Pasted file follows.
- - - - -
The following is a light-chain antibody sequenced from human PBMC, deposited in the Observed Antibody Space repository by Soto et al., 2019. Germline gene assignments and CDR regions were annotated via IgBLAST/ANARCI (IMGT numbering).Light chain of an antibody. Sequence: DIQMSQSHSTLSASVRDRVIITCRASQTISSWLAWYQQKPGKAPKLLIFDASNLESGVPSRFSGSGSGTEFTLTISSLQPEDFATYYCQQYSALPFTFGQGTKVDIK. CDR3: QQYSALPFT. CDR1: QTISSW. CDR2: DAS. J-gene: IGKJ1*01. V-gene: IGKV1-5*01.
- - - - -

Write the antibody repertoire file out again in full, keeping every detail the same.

The following is a light-chain antibody sequenced from human PBMC, deposited in the Observed Antibody Space repository by Soto et al., 2019. Germline gene assignments and CDR regions were annotated via IgBLAST/ANARCI (IMGT numbering).Light chain of an antibody. Sequence: DIQMSQSHSTLSASVRDRVIITCRASQTISSWLAWYQQKPGKAPKLLIFDASNLESGVPSRFSGSGSGTEFTLTISSLQPEDFATYYCQQYSALPFTFGQGTKVDIK. CDR3: QQYSALPFT. CDR1: QTISSW. CDR2: DAS. J-gene: IGKJ1*01. V-gene: IGKV1-5*01.